In the Northwestern District, Brickus, who commands more than 100 officers, has a placard on her desk that reads "I'm not bossy, I am the boss." And under her desk, she keeps a box of greeting cards. A monthly calendar keeps track of all the officers' birthdays. She makes sure to recognize each.
"I just want people to know I appreciate them. That's a girl thing to do, though," she said with a laugh.
But Brickus, who commands one of the larger districts with its share of violence, is demanding of those same officers.
At a recent precinct meeting with a captain and several shift supervisors — all men — Brickus told her supervisors not to hold back on performance reviews.
"We cannot enable people," she said. "If it's a training issue, then we are going to give them what they need."
Councilman Isaac "Yitzy" Schleifer, whose district overlaps with Brickus' Northwestern District, said he's been impressed. "It's an art to be able to handle those situations with grace," he said. "She's very fair and a reasonable person, and she gets things done."
Women have served on the city force since 1912, and decades ago they ditched the rank of "policewoman," and the requirement to dress "ladylike" and wear white "boat" caps. The first female district commander, Maj. Bessie Norris, was named in 1983.
But many women were denied the opportunities their male counterparts had. For years, women were not issued service weapons and were often relegated to support roles, working with teenagers, serving as crossing guards or performing secretarial duties.
The Vanguard Justice Society sued the department in 1973 on behalf of women and minorities who said they were discriminated against by the department's height and weight requirements. At the time, Commissioner Donald D. Pomerleau was quoted characterizing women as "little balls of fluff." The department later agreed to revisions in hiring practices and promotional exams, according to Baltimore Sun articles.
During that time, many departments nationwide increased the number of female officers, but the growth has leveled off in recent decades.
Today, around the country, lawsuits continue to allege that women receive unfair treatment when it comes to promotional opportunities or physical fitness tests and instances when pregnant officers are not given the option of light duty.
But even basic information about the number of female officers nationally has not been tallied since 2013, said Kym Craven, executive director of the National Association of Women Law Enforcement Executives. That 2013 survey found women make up only about 13 percent of officers in the country.
"We still don't have equal opportunities," she said.
When Brickus first started with the department in 2001, she said, her class had many women. She didn't look at herself differently from her male colleagues. She just wanted to be a cop, not a "female cop."
But after a while, she couldn't easily shake off some incidents.
One evening, she was supposed to fill in as a temporary shift commander. But because of a hostage situation, she said, she was taken off as supervisor and the job was given to a man that night.
"I did start to feel like I was being treated differently because I was a woman," she said.
When it came to important decisions on issues of crime or deployment, female officers were often ignored or left out of the loop. "It was not something that was outright said," Brickus remembered, "but I could tell."
Some physical tests have also been a barrier.
After several years in patrol, Tomecha Brown wanted to apply for a K-9 job, a unit that is almost exclusively men.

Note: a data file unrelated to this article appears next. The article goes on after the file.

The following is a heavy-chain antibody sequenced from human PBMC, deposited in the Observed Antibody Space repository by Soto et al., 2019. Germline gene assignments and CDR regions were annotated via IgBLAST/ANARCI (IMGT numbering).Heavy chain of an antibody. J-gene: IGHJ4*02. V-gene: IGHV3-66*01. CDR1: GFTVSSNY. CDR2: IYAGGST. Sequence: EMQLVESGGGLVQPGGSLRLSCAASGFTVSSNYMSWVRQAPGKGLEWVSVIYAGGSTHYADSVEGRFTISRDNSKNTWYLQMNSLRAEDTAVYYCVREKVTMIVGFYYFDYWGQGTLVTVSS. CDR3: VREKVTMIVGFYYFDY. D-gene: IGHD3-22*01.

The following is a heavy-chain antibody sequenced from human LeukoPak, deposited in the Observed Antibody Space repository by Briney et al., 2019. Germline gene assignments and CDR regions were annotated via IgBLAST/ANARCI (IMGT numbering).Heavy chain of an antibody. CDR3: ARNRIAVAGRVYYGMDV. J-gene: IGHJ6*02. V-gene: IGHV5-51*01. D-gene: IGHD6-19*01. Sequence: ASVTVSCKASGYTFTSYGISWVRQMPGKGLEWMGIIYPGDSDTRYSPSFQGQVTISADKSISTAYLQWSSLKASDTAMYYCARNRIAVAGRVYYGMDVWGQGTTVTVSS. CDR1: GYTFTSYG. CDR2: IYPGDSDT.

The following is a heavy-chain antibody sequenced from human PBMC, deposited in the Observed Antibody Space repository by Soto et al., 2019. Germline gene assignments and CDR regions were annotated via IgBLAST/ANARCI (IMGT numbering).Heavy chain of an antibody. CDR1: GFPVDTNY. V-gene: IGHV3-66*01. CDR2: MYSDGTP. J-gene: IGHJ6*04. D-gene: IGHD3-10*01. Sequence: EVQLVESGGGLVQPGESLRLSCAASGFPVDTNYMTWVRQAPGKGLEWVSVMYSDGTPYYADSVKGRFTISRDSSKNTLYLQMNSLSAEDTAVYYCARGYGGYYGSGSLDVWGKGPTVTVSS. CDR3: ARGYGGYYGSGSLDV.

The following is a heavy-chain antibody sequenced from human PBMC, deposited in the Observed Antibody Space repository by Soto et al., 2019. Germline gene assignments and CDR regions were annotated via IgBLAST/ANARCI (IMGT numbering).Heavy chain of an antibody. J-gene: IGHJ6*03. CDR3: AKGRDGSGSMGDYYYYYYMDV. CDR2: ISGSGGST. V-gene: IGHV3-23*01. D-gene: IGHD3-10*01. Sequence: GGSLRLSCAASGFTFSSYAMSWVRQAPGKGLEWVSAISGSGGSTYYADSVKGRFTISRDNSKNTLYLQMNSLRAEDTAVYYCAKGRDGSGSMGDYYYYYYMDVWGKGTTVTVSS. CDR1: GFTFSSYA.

As part of the test, she donned a heavy, protective suit and endured a dog attack.
"I had to put this big suit on. It stinks. It smells like men. It stank so bad," she said, laughing. The test also required carrying weight to simulate carrying her dog if it got injured.
Those sorts of skill tests have at times made it harder for women, as well as the lingering "old school" mindset that men make better police officers, said Katherine Spillar, executive director of the Feminist Majority Foundation, which has researched hiring and retaining female police officers. But she said, "force and strength does not correlate to good policing."
Baltimore started a program, called Fit to Serve, to coach women and prepare them for the physical fitness requirements. Spillar said such requirements are unnecessary.
"Instead of testing upper body strength," Spillar said, "the focus should be critical thinking and communication skills." She also noted that many departments — Baltimore is one — do not require officers to complete annual physical tests to maintain employment.
Brown did get assigned to the K-9 unit.
"I went in there and I showed up all those guys," she said.
She later worked in homicide, supervising a squad of male detectives on her way to becoming major.
To recruit more women, advocates say, departments need to start looking beyond criminal justice majors, to sociology and nursing students. Leaders also need to take steps to retain women, like letting female officers who have young children share a shift — because women still carry a heavier burden at home. More training and development would keep more women on the job.
Baltimore's team of female commanders have found support in the women who came before them. That informal mentoring has been crucial. Some meet outside work for coffee or drinks, to share stories and advice.
In her office, Monique Brown keeps a picture of stiletto heels and handcuffs that says "Women in Law Enforcement," from a "paint night" outing with other female cops. She wants to bring in all the women she can. She has two female lieutenants and four sergeants.
"We have a great girl power team here," she said.
Brickus also wants to set an example for the next generation of women. "We have seen it change, and we're proof that has improved," Brickus said.
She's seeing how that example-setting pays off. Her daughter, a recent college graduate with a degree in movement science, is training in the academy now. If all goes well, she should hit the streets this summer.
Baltimore Sun researcher Paul McCardell contributed to this article.